My Museo Leonardo da Vinci experience

After a long exhausting day at the Vatican, after hearing the Pope and visiting the Vatican museums, we were headed back to our hotel, when just after St Peter’s square, on the right side of the boulevard (Via della Conciliazione) I noticed a sign saying “Museo Leonardo da Vinci experience”. I usually do a thorough research of places to see when I visit a new place, but I hadn’t come across this on my online searches. Nevertheless, I always find it difficult to resist anything to do with Leonardo da Vinci and so we decided to peep in.

The museum honours the Tuscan genius with replicas of all his masterpieces and interactive reproductions of his machines

Leonardo da Vinci is the prime exemplar of the Renaissance Man. An individual of “unquenchable curiosity” and “feverishly inventive imagination”, he is widely considered one of the most diversely talented individuals ever to have lived. He was a polymath, whose areas of interest included invention, painting, sculpting, architecture, science, music, mathematics, engineering, literature, anatomy, geology, astronomy, botany, writing, history, and cartography. He is widely considered one of the greatest painters of all time and is sometimes credited with the inventions of the parachute, helicopter and tank. To think he did all this without access to formal education is mind boggling.

The museum can be accessed at a price of 12 euros and it comes with an audio guide. The experience was unique. For one, replicas of all of da Vinci’s masterpieces, including the Last Supper, the Mona Lisa, the Lady with the Ermine, the Vitruvian Man and John the Baptist can be seen at one place. But for me the interactive models of all the machines designed by Leonardo da Vinci were the highlight of the museum. To be able to touch and activate all the machines was fantastic.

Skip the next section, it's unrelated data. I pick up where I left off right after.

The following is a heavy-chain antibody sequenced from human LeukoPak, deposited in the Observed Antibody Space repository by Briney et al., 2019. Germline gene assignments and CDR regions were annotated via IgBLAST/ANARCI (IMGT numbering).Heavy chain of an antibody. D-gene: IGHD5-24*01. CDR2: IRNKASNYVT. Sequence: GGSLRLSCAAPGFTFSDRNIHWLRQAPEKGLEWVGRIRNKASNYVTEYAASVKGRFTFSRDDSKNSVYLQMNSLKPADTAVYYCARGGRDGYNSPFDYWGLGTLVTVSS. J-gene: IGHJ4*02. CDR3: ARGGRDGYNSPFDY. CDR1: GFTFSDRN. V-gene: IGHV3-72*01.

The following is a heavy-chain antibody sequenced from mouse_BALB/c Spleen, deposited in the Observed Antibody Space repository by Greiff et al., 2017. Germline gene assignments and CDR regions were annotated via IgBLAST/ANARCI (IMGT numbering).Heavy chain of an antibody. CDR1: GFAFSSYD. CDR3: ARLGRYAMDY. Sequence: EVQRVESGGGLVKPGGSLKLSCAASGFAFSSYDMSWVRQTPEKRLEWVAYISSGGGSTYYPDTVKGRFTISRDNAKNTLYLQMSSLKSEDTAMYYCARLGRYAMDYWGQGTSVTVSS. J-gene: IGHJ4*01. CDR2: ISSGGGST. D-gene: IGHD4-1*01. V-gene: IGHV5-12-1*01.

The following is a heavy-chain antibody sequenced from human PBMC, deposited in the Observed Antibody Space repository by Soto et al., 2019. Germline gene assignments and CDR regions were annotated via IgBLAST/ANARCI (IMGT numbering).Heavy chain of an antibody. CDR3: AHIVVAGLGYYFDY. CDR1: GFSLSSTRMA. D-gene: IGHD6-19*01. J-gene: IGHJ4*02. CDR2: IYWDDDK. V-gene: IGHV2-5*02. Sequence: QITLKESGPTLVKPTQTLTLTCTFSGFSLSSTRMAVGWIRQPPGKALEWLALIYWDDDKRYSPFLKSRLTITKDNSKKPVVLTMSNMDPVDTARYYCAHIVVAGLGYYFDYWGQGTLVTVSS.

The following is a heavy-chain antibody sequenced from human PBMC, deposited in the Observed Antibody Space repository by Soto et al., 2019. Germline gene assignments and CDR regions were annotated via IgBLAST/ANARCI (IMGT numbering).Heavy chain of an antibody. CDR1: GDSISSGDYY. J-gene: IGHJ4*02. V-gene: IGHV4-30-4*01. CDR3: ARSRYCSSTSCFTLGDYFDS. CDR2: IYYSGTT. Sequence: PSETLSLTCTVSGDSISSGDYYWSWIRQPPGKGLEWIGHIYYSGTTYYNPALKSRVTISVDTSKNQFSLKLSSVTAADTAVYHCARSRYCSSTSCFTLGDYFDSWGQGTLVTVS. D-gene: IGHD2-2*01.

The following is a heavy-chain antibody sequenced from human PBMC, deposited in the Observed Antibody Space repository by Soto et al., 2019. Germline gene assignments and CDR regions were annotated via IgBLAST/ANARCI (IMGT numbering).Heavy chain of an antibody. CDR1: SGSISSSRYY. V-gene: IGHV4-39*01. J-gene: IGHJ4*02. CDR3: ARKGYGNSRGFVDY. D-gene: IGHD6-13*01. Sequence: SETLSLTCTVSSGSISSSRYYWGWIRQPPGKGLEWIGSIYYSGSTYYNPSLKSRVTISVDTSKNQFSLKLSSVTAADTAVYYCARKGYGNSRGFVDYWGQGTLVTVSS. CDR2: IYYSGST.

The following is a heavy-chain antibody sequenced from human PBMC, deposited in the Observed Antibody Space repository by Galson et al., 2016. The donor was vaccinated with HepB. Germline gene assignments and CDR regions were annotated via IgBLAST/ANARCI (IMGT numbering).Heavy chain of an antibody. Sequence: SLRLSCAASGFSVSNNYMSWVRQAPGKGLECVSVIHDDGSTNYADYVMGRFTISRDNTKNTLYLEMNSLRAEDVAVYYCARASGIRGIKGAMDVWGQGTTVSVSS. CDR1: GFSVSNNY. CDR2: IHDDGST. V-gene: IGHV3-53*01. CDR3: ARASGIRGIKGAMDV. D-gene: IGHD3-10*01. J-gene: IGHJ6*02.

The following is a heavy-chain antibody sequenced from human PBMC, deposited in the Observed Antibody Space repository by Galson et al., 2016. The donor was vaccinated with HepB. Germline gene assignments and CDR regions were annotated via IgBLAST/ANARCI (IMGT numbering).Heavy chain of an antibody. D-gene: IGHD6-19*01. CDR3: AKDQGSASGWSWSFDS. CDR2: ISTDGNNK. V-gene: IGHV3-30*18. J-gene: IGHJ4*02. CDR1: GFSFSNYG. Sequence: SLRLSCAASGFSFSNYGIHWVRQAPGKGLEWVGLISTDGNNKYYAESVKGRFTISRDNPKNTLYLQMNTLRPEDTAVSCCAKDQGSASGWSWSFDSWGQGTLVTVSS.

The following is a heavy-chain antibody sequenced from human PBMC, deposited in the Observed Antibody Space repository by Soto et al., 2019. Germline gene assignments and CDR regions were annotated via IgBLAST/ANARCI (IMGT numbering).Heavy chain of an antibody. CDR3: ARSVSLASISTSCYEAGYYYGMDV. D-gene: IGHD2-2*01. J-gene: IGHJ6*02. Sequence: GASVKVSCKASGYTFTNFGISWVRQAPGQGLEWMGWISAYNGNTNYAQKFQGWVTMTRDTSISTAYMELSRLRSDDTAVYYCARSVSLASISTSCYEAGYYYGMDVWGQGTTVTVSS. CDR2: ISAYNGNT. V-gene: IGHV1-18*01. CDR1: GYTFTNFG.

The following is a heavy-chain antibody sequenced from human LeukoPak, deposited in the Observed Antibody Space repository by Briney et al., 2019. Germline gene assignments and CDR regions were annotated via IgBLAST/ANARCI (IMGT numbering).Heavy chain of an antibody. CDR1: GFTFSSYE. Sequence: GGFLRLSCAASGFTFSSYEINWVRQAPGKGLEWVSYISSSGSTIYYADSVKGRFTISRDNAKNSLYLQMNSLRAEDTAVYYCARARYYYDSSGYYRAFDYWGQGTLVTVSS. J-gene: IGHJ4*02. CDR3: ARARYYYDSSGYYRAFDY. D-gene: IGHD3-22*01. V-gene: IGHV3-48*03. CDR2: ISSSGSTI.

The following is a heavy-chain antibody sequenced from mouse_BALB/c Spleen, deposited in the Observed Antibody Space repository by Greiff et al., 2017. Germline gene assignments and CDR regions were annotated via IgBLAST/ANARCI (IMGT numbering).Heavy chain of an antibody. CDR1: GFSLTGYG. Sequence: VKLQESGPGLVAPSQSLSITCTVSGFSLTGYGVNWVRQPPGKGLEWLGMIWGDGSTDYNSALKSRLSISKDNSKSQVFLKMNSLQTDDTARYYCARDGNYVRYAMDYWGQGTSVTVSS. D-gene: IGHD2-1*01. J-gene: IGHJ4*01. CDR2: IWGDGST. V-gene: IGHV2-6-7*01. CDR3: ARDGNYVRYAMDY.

A replica of da Vinci’s The Last Supper. The original is housed in Milan. The painting represents the scene of the Last Supper of Jesus with his apostles. Leonardo has depicted the consternation that occurred among the Twelve Disciples when Jesus announced that one of them would betray him. All twelve apostles have different reactions to the news, with various degrees of anger and shock. The painting has suffered much environmental damage and very little of the original painting remains today despite numerous restoration attempts.
Leonardo da Vinci’s Mona Lisa or La Gioconda is the “best known, most visited, most written about, most sung about and most parodied work of art in the world”. The original of course, hangs in the Louvre.
A replica of Leonardo’s Vitruvian Man.
The pen and ink drawing, depicts a man in two superimposed positions with his arms and legs apart and inscribed in a circle and square. The drawing is based on the correlations of ideal human proportions with geometry described by the ancient Roman architect Vitruvius.

Leonardo is clearly illustrating Vitruvius’ De architectura 3.1.2-3 which reads: “For the human body is so designed by nature that the face, from the chin to the top of the forehead and the lowest roots of the hair, is a tenth part of the whole height; the open hand from the wrist to the tip of the middle finger is just the same; the head from the chin to the crown is an eighth, and with the neck and shoulder from the top of the breast to the lowest roots of the hair is a sixth; from the middle of the breast to the summit of the crown is a fourth. If we take the height of the face itself, the distance from the bottom of the chin to the under side of the nostrils is one third of it; the nose from the under side of the nostrils to a line between the eyebrows is the same; from there to the lowest roots of the hair is also a third, comprising the forehead. The length of the foot is one sixth of the height of the body; of the forearm, one fourth; and the breadth of the breast is also one fourth. The other members, too, have their own symmetrical proportions, and it was by employing them that the famous painters and sculptors of antiquity attained to great and endless renown.